President Trump has announced that he is nominating “Washington veteran” David Bernhardt to replace Ryan Zinke as Head of the Interior Department. Zinke resigned in December amid ethics investigations; Trump sent a message on Twitter yesterday claiming that Bernhardt – who has lobbying ties to U.S. energy companies – “has done a fantastic job [as acting Head of Interior] from the day he arrived,” Laura Strickler reports at NBC.

“Suddenly … a man once seen by Washington’s foreign policy elites as a dangerous enabler of the president’s worse impulses had taken on a surprising new identity: the adult in the room,” Elise Labott writes in an in-depth piece on U.S. national security adviser John Bolton at POLITICO Magazine.

OTHER DEVELOPMENTS

Israel Defense Force (I.D.F.) troops have killed a suspected Palestinian attacker and wounded another at a northern checkpoint in the occupied West Bank. The I.D.F. announced yesterday that two Palestinian individuals threw an explosive device at the troops, who then opened fire; Palestinian medics say a 21-year-old Palestinian died from gunshot wounds and a second was hospitalized with moderate wounds, the AP reports.

U.S. District Court Judge Amy Berman Jackson yesterday delayed by a week former Trump campaign manager Paul Manafort’s sentencing date, while she considers allegations that the Manafort lied to special counsel Robert Mueller’s office and a grand jury in violation of the terms of his guilty plea. In a one-paragraph order, Jackson rearranged Manafort’s sentencing for March 13, giving Mueller and Manafort’s legal teams more time to negotiate over charges that Manafort repeatedly broke the terms of his cooperation agreement with federal prosecutors, Darren Samuelssohn reports at POLITICO.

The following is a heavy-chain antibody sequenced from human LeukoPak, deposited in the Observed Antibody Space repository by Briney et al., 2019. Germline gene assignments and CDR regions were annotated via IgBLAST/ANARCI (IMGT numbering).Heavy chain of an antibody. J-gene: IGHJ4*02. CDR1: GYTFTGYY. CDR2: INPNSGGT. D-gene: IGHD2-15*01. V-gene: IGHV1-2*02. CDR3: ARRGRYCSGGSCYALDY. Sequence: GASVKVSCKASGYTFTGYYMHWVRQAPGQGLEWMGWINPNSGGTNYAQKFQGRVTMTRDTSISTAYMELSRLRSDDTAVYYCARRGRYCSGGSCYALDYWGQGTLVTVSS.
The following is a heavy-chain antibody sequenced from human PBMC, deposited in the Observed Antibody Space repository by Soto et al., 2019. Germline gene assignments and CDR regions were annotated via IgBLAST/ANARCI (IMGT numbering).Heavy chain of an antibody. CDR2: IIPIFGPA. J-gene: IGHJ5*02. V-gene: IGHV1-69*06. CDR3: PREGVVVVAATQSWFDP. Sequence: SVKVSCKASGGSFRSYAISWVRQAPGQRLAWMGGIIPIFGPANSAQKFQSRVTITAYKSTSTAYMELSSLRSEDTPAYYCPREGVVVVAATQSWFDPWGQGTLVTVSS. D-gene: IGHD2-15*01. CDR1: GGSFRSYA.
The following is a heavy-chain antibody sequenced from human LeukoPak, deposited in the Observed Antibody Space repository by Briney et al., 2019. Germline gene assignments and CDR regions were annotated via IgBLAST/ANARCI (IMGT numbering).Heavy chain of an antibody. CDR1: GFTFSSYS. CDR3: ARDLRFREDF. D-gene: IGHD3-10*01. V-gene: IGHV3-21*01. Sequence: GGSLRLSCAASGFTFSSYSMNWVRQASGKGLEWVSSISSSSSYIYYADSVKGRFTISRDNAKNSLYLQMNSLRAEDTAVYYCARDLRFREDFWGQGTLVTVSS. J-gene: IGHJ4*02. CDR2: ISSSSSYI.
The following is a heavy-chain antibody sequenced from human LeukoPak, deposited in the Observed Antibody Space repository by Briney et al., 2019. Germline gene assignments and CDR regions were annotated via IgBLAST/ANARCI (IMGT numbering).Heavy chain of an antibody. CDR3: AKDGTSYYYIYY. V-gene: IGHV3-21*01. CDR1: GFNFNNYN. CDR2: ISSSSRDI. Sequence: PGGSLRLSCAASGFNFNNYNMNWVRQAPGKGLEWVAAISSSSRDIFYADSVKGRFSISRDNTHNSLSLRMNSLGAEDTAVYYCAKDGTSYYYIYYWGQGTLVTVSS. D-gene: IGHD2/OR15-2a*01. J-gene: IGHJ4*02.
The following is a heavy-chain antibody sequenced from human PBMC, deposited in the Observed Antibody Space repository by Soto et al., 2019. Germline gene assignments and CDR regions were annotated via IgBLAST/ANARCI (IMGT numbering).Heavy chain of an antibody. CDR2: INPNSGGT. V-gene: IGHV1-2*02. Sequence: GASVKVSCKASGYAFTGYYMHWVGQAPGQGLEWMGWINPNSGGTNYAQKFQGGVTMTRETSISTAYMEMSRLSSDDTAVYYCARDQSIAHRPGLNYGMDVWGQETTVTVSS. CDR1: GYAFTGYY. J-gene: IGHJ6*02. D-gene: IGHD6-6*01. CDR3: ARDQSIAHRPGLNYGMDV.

“As global threats grow … the U.S. needs space-based sensors,” the Wall Street Journal editorial board comments.

The world must do more to tackle mercenary activities undermining stability in Africa, U.N. Secretary General Antonio Guterres told the Council yesterday. The U.N. News Centre reports. 

About the Author(s)

Robbie Stern

Associate News Editor at Just Security and Senior Legal Fellow at JUSTICE, a law reform and human rights organization based in the UK - Follow him on Twitter (@robbieguystern).